A couple of years ago I was quoted as saying “Let’s have a going away party for DDS…”
That article caused a lot of commotion in the community. I like that. Stirring things up. That is part of what I do. I’m not nearly as provocative as some of the other players in the space, but I do my best to get my licks in. Chris Maxcer did a great job of capturing some of the passion and emotion of members of the community but enough is enough. SQL is here to stay and if you don’t believe me just look around.
I was speaking at the RPG & DB2 Summit conference last month and I happened upon a breakfast table where Skip Marchesani was chatting with a few folks. I had gotten to know Jon, Susan and Paul a bit over the years. But for some reason Skip and I never really crossed paths. Not sure why, though I am sure I attended a few of his sessions on database. Regardless, this was a great opportunity to see Skip in action so I politely asked if I could sit down and was graciously accepted to the circle.
Skip was embroiled in the age old discussion of “should I throw away my DDS and move to SQL?” Truly a religious war if I ever heard one. My initial reaction was “Hell Yeah!” but I wanted to hear more. Having been cornered in a religious war or two has made me a little more reserved in the timing of my responses. In this case I watched the master at work. Skip acknowledged each of the attendee’s concerns. Performance, scalability, RPG/SQL performance vs. record level access. I was happy to say that a lot of my own impressions were in line with what Skip was saying. Woohoo!
When the conversation died down I jumped in with a few comments of my own that Skip probably would have offered but timing may have given me an advantage. Things like cross platform ubiquity and the fact that school kids KNOW SQL and not record level access. Solutions like MySQL and Miscrosoft Access do a great job of weaning people onto SQL. Languages like Java, PHP and others use SQL as a primary data access mechanism and thus the programmers KNOW SQL.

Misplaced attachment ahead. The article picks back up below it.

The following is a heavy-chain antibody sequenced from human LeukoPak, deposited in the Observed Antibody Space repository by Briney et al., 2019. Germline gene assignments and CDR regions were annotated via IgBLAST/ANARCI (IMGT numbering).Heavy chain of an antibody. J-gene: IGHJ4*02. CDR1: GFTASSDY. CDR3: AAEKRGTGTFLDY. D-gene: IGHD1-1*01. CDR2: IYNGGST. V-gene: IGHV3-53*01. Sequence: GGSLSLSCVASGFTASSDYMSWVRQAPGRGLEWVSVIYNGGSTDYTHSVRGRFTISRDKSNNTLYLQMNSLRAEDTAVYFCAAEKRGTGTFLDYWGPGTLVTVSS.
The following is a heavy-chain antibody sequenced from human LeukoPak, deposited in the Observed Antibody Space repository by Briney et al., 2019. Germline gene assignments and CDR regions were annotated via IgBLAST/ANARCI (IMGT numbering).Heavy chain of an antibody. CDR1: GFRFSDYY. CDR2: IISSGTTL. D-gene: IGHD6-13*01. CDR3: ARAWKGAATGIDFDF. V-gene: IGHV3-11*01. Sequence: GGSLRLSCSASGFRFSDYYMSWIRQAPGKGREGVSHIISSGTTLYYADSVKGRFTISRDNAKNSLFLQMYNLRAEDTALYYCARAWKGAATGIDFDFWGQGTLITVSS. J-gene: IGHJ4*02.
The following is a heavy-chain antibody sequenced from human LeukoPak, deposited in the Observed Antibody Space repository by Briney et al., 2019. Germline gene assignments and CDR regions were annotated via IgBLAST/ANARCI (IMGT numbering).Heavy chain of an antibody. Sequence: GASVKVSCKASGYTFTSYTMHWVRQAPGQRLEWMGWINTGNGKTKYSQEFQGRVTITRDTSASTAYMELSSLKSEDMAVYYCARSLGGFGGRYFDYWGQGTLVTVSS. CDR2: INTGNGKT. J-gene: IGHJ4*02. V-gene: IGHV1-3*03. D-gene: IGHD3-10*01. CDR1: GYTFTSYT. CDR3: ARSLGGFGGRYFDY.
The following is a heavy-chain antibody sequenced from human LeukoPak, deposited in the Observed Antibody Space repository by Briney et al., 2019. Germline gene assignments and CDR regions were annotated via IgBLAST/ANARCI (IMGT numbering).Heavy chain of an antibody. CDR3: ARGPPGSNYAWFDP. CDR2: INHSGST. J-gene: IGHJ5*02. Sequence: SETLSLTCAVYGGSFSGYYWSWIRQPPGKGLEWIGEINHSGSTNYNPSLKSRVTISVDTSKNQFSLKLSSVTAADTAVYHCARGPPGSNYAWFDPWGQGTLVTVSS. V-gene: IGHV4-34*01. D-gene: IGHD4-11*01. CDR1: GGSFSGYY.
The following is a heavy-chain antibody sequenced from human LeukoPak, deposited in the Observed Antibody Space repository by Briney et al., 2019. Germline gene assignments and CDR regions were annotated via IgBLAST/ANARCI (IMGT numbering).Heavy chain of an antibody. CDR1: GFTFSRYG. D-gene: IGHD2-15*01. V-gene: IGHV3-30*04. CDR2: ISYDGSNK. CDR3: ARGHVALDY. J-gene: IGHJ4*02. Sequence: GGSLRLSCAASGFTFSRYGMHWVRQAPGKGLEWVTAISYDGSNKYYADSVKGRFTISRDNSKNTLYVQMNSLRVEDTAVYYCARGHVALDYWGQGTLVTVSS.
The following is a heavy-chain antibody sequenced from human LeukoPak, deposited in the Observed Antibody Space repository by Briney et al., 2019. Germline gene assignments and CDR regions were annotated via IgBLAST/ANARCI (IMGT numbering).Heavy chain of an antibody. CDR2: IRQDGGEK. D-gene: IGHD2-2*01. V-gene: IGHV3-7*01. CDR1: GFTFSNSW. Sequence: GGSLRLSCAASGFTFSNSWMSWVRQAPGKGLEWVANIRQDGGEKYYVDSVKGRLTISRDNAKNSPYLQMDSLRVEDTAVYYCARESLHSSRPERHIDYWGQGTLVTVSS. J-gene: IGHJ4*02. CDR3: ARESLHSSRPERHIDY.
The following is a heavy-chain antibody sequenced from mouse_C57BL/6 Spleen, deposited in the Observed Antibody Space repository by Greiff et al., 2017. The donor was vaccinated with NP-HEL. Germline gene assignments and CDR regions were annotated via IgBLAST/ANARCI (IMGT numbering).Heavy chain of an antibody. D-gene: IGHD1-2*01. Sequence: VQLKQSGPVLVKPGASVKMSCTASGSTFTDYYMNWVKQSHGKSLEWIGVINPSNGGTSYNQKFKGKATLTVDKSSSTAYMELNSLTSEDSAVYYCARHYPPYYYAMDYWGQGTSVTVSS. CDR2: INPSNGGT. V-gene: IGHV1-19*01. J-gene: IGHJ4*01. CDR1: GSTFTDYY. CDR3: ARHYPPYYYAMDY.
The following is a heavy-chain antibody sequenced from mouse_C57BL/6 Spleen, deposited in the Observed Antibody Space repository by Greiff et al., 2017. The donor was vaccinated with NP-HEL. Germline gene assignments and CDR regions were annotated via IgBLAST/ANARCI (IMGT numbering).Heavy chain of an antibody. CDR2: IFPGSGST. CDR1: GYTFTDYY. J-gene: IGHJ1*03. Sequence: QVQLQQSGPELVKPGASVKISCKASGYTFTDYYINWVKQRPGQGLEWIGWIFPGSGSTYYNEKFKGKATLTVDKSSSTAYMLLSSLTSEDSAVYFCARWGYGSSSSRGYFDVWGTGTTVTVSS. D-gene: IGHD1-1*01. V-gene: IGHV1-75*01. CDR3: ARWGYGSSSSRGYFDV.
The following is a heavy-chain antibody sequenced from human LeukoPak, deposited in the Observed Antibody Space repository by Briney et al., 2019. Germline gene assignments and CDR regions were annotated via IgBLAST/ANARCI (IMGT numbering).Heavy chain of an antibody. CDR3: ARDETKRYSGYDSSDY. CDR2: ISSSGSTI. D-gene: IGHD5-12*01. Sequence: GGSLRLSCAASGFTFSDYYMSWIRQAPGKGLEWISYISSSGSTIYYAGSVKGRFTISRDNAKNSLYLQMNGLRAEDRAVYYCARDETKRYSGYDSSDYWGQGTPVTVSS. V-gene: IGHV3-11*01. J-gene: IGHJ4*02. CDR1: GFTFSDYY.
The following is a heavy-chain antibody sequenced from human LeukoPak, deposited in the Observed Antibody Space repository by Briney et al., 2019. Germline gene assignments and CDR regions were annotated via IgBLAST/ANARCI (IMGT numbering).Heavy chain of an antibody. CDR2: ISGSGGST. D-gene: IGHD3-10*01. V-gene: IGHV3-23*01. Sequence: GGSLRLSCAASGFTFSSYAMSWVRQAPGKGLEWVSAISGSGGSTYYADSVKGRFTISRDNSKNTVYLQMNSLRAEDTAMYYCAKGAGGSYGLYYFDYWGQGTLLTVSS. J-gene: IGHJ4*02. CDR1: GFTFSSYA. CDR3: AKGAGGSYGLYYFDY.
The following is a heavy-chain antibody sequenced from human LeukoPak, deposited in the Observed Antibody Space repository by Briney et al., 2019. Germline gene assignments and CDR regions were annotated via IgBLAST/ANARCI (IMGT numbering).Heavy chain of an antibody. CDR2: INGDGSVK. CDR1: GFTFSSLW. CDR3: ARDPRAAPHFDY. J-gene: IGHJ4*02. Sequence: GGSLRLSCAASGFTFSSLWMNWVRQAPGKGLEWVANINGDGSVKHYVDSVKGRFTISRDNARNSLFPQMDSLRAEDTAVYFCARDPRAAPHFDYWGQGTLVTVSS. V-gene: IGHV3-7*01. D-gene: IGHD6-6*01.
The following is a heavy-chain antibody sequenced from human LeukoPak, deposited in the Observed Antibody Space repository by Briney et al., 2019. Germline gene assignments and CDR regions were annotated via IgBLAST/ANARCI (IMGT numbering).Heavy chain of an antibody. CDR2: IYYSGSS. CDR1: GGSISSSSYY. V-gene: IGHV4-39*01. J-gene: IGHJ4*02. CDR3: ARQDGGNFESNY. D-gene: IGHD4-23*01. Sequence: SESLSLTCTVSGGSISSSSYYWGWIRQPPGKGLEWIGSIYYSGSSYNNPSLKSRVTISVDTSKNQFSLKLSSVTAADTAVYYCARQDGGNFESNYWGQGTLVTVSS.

It was a healthy discussion that ended somewhat awkwardly as some do. The attendee was the sole supporter of his software. He had no intention of rewriting the application any time soon. He had no need for a DDS to SQL migration. From that Skip and I were hard pressed to encourage him to move everything. “By golly” we said “leave it alone!”
But, from the perspective of keeping the skills up and learning something new the attendee did surprise us by saying he would take a piece of his application and give it a try. He would explore the opportunities of SQL vs. DDS and report back his experience. At that point I felt that we had achieved the goal.
One of the things I harp on in my sessions and I would bet Skip would agree, is that you should use the right hammer on the right nail. Frequently folks try to bait me into a religious war on Java vs. PHP. I’m sorry, that dog just doesn’t hunt. We could be here for days talking about the advantages of one over the other and it would only become a religious discussion. If you like Java and have a lot of Java and want to explore PHP? That’s OK. If you decide to stick with your Java, that’s OK too! Make an informed decision and move confidently in the direction you like. Same goes for this guy and DDS. If he were looking to turn his application into the next generation of the software and add in new features, etc. Skip and I would have beat him mercilessly about the head and shoulders with SQL. But it was clear he was leveraging the investment. That’s OK too. As long as you are willing to absorb the risks and the rewards, have at it!
So, in a nutshell, “DDS is dead!...Long live DDS!”